Charlie Sheen: Albert L. Ortega/
Liane Bonin
September 18, 2004 AT 04:00 AM EDT

On Two and a Half Men (Monday, 9:30 p.m.; premieres Sept. 20 on CBS), Charlie Sheen plays a smooth bachelor with an appetite for the good things in life, like fast cars and fast women. But if Charlie Harper the character sounds like Charlie Sheen the real person to you, you haven’t been paying attention. Since marrying Denise Richards (Scary Movie 3) in 2002 and having daughter Sam this March, the former party boy says he has been tamed. Here are the ways that Sheen, 39, has embraced his inner grown-up.

HE’S NOT CRAZY ABOUT RELIVING HIS WILD YEARS Playing a character who resembles a prime-time-friendly version of his younger self doesn’t rekindle fond memories for the actor. ”I’m not gonna lie to you,” says Sheen. ”It’s not great. I think I’m higher evolved than this guy.” He knows that’s not the kind of spin likely to please CBS execs, but he doesn’t care if the truth hurts. ”I’m tired of lying, like saying, ‘Doing this is great and then I get to go home to my real life!’ Bulls—. It’s juvenile. You’ve definitely got to grow up. I’m glad that I can play this character and provide entertainment in this world and people think it’s great. But personally, it’s not uncomfortable, but it’s tedious.” Tell us how you really feel, Chuck.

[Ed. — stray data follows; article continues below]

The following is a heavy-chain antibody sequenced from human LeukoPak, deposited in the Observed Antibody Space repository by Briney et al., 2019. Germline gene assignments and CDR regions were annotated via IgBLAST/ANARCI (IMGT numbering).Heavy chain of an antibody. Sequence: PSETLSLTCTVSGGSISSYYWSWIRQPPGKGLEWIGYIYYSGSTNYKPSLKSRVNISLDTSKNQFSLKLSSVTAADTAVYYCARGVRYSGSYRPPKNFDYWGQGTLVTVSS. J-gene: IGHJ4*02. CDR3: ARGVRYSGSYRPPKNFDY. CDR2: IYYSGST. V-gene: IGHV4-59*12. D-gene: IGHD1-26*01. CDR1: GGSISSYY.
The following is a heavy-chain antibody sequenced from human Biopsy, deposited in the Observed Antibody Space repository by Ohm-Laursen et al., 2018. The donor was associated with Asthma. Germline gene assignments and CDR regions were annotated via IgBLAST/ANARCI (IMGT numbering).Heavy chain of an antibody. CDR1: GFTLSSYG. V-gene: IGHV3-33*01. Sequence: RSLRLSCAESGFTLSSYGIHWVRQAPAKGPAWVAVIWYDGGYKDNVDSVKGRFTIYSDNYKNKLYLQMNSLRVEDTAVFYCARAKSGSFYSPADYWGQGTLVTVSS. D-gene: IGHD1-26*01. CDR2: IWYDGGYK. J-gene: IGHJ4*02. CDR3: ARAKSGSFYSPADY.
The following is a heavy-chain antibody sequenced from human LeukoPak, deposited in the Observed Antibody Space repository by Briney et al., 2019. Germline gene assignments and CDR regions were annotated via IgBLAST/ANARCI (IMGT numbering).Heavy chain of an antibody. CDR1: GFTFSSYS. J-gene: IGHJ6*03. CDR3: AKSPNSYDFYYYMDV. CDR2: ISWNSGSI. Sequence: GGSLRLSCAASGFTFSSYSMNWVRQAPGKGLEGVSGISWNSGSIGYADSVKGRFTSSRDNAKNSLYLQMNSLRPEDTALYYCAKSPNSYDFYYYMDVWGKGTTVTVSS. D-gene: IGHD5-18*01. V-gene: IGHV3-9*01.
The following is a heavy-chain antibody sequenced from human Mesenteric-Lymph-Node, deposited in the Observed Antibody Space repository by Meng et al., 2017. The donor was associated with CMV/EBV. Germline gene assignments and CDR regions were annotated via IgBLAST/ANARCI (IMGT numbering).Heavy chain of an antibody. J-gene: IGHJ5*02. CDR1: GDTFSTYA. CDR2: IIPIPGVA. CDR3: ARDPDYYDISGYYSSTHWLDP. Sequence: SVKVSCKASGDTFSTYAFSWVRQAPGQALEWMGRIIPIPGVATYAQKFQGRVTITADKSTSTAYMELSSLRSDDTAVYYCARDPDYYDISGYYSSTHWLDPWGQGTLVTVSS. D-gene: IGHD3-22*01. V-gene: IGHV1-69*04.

HE’S LEARNED TO LISTEN Sheen, who’s had some career mishaps (1990’s Men at Work, 1994’s Major League II) now makes a point of getting other opinions before he commits to a project. ”My dad’s pretty tactful when it comes to critiques, and my wife’s the one who read the [Two and a Half Men] script and said, ‘You’ve got to do this show.’ I was feeling on the fence about it, but she read it and said, ‘This thing is a hit, it’s a gem. Do this.”’

HE CAN ENJOY FATHERHOOD Sheen, who became a parent for the first time with daughter Cassandra almost 20 years ago, says that being a daddy is a very different experience for him now. ”I appreciate certain things a lot more. I have an older daughter, but I didn’t raise her. I wasn’t a screw-up or a deadbeat dad — I was just working two or three movies a year and was never home and never present. I had a chance to do it right this time.”

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